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Life Without Glitter

Volodymyr Tverdokhlib
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There's a case of glitter excess in every angle. Fashion can't get enough of it. Designers are blinging up their wildly-embellished bags with vibrant, metallic-speckled colours. Whimsical skirts in tulle shine with a dash of flecks. We see glitters on headbands, collars, bracelets, phone accessories, and other crafty items. Glitters are everywhere, even on your body.

Blame it on fashion. We see it on runways, on the eyes, cheeks, lips, even on the bodies of the models strutting down and showing off new clothes. Glam teams are blinging up their star-studded cast with an equally bright dash of speckles across their face. Magpie eyes, glitter highlights, even crystal lips; the glitter game is so strong people are starting to douse themselves with it like a magical cosmetic powder. 

You'd see its existence with every fleck it leaves on its trails. To many, it looks like fairy stardust. To nature, it's poison. 

The dark side of glitter

There's nothing magical about it – glitters are made from microplastics – thin sheets less than 5 millimeters, causing pollution in the ocean. These lightweight artsy items, usually bottled up or wrapped in packs, are easily bought from craft stores made to embellish bland projects. Small but terrible, these can easily be blown by the wind or washed down the drain. That's when the damage happens.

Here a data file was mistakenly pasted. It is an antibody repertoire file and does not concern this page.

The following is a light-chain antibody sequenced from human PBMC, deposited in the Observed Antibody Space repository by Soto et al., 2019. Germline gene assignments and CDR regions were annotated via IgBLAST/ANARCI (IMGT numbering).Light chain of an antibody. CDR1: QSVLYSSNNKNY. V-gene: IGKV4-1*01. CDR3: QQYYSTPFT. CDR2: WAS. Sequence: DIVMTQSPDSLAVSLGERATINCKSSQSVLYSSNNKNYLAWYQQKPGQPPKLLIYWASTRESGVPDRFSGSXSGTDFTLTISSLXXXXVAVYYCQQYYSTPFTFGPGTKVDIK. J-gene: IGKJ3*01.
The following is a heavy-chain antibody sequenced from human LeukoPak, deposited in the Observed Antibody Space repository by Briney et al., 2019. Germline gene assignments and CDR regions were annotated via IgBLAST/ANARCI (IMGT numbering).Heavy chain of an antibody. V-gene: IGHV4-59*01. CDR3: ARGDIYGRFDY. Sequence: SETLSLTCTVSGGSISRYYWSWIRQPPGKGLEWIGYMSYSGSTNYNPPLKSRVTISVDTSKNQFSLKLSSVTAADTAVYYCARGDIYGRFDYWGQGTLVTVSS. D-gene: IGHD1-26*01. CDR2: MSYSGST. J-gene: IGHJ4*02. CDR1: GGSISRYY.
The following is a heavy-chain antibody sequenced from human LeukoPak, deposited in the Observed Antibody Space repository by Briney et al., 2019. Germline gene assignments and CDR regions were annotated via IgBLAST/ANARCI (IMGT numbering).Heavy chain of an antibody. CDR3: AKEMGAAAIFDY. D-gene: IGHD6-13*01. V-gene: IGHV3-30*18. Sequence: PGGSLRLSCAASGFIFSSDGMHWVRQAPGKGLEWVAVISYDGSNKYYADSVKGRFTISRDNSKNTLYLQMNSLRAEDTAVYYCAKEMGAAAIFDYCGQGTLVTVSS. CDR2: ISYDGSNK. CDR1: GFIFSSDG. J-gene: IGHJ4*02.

Plastic does not degrade; not until thousands of years. That’s bad news number one. Bad news number two: each day, about 8 trillion microbeads gets washed up in the US' shores alone. Since they're so tiny, glitters can be easily consumed by marine life – plankton, fish, shellfish, among many. Shockingly, a group of scientists have found out that one-third of the UK-caught fish has consumed microplastics. 

But it’s not just fish. In one news reported by National Geographic, microplastic bits were found in many birds, too; causing the creatures to die of starvation. And since the planet relies on a food pyramid, this only means one thing: there’s a possibility that these tiny particles may also end up in the human stomach. 

Does this mean bye-bye glitters?

There’s no need to completely turn your backs on it; glitter fans, take hope. There are a lot of brands trying to create eco-friendly glitter, such as Lush's handmade cosmetics brims with a glitter-filled bath, thanks to its golden egg. No microplastic will seep into the ocean, since this rejuvenating bath bomb is made from natural materials. Beauty Bay has released a mermaid shimmer, to give you a glistening body minus tons of artificial glitters. EcoStardust is a company that creates glitters derived from plants, so you don't have to worry about contributing to microplastic pollution. The same with BioGlitz, who uses a unique biodegradable formula to their cosmetic glitters. A few more noteworthy glitter companies that thrive on sustainability: Wild Glitter, which comes with sustainable packaging, and Projekt Glitter, which offers biodegradable flecks for face and body made from plants. 

Everyone loves a little sparkle, but the next time you pick a pack of glitters, think of the environmental repercussions your extra bling may bring.

 

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